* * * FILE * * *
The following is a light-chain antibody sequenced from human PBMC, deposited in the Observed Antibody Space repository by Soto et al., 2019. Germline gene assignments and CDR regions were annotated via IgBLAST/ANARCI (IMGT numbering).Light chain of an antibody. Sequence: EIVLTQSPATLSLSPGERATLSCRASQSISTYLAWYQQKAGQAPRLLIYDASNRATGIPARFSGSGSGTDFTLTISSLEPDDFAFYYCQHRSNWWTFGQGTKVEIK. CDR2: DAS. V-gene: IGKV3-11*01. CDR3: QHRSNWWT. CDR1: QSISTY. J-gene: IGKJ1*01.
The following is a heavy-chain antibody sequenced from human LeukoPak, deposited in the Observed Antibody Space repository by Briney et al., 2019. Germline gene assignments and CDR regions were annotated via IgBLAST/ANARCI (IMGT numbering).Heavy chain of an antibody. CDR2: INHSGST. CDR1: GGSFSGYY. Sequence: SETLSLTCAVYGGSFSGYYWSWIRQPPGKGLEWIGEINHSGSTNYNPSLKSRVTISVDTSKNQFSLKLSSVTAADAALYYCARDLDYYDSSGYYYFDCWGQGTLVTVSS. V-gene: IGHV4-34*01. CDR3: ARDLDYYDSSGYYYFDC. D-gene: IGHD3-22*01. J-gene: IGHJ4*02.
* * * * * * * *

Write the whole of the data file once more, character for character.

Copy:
The following is a light-chain antibody sequenced from human PBMC, deposited in the Observed Antibody Space repository by Soto et al., 2019. Germline gene assignments and CDR regions were annotated via IgBLAST/ANARCI (IMGT numbering).Light chain of an antibody. Sequence: EIVLTQSPATLSLSPGERATLSCRASQSISTYLAWYQQKAGQAPRLLIYDASNRATGIPARFSGSGSGTDFTLTISSLEPDDFAFYYCQHRSNWWTFGQGTKVEIK. CDR2: DAS. V-gene: IGKV3-11*01. CDR3: QHRSNWWT. CDR1: QSISTY. J-gene: IGKJ1*01.
The following is a heavy-chain antibody sequenced from human LeukoPak, deposited in the Observed Antibody Space repository by Briney et al., 2019. Germline gene assignments and CDR regions were annotated via IgBLAST/ANARCI (IMGT numbering).Heavy chain of an antibody. CDR2: INHSGST. CDR1: GGSFSGYY. Sequence: SETLSLTCAVYGGSFSGYYWSWIRQPPGKGLEWIGEINHSGSTNYNPSLKSRVTISVDTSKNQFSLKLSSVTAADAALYYCARDLDYYDSSGYYYFDCWGQGTLVTVSS. V-gene: IGHV4-34*01. CDR3: ARDLDYYDSSGYYYFDC. D-gene: IGHD3-22*01. J-gene: IGHJ4*02.